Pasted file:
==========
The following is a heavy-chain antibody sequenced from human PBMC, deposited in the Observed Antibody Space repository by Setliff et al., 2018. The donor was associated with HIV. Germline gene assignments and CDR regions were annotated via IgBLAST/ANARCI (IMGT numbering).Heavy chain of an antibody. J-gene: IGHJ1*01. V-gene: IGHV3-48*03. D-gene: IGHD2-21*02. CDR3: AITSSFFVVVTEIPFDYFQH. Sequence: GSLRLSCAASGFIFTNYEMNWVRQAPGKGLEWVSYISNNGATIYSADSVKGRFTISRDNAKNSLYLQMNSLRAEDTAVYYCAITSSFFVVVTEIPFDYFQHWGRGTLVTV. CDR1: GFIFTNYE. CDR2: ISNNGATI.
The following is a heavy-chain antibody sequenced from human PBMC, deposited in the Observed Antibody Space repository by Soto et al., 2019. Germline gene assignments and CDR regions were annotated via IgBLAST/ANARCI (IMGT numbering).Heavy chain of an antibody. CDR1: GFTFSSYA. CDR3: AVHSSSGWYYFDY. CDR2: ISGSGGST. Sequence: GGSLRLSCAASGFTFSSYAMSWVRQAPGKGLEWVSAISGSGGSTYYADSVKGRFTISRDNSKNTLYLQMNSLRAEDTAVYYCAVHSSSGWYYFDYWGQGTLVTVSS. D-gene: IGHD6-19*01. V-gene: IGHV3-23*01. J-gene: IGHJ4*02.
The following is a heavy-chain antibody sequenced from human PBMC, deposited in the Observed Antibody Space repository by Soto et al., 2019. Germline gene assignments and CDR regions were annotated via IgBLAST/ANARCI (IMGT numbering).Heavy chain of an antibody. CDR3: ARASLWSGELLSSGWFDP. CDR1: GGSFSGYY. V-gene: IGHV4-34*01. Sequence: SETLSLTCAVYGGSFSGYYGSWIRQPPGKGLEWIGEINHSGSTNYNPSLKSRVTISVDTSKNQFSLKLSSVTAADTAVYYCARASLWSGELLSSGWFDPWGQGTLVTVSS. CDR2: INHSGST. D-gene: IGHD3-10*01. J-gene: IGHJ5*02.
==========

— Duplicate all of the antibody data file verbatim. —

The following is a heavy-chain antibody sequenced from human PBMC, deposited in the Observed Antibody Space repository by Setliff et al., 2018. The donor was associated with HIV. Germline gene assignments and CDR regions were annotated via IgBLAST/ANARCI (IMGT numbering).Heavy chain of an antibody. J-gene: IGHJ1*01. V-gene: IGHV3-48*03. D-gene: IGHD2-21*02. CDR3: AITSSFFVVVTEIPFDYFQH. Sequence: GSLRLSCAASGFIFTNYEMNWVRQAPGKGLEWVSYISNNGATIYSADSVKGRFTISRDNAKNSLYLQMNSLRAEDTAVYYCAITSSFFVVVTEIPFDYFQHWGRGTLVTV. CDR1: GFIFTNYE. CDR2: ISNNGATI.
The following is a heavy-chain antibody sequenced from human PBMC, deposited in the Observed Antibody Space repository by Soto et al., 2019. Germline gene assignments and CDR regions were annotated via IgBLAST/ANARCI (IMGT numbering).Heavy chain of an antibody. CDR1: GFTFSSYA. CDR3: AVHSSSGWYYFDY. CDR2: ISGSGGST. Sequence: GGSLRLSCAASGFTFSSYAMSWVRQAPGKGLEWVSAISGSGGSTYYADSVKGRFTISRDNSKNTLYLQMNSLRAEDTAVYYCAVHSSSGWYYFDYWGQGTLVTVSS. D-gene: IGHD6-19*01. V-gene: IGHV3-23*01. J-gene: IGHJ4*02.
The following is a heavy-chain antibody sequenced from human PBMC, deposited in the Observed Antibody Space repository by Soto et al., 2019. Germline gene assignments and CDR regions were annotated via IgBLAST/ANARCI (IMGT numbering).Heavy chain of an antibody. CDR3: ARASLWSGELLSSGWFDP. CDR1: GGSFSGYY. V-gene: IGHV4-34*01. Sequence: SETLSLTCAVYGGSFSGYYGSWIRQPPGKGLEWIGEINHSGSTNYNPSLKSRVTISVDTSKNQFSLKLSSVTAADTAVYYCARASLWSGELLSSGWFDPWGQGTLVTVSS. CDR2: INHSGST. D-gene: IGHD3-10*01. J-gene: IGHJ5*02.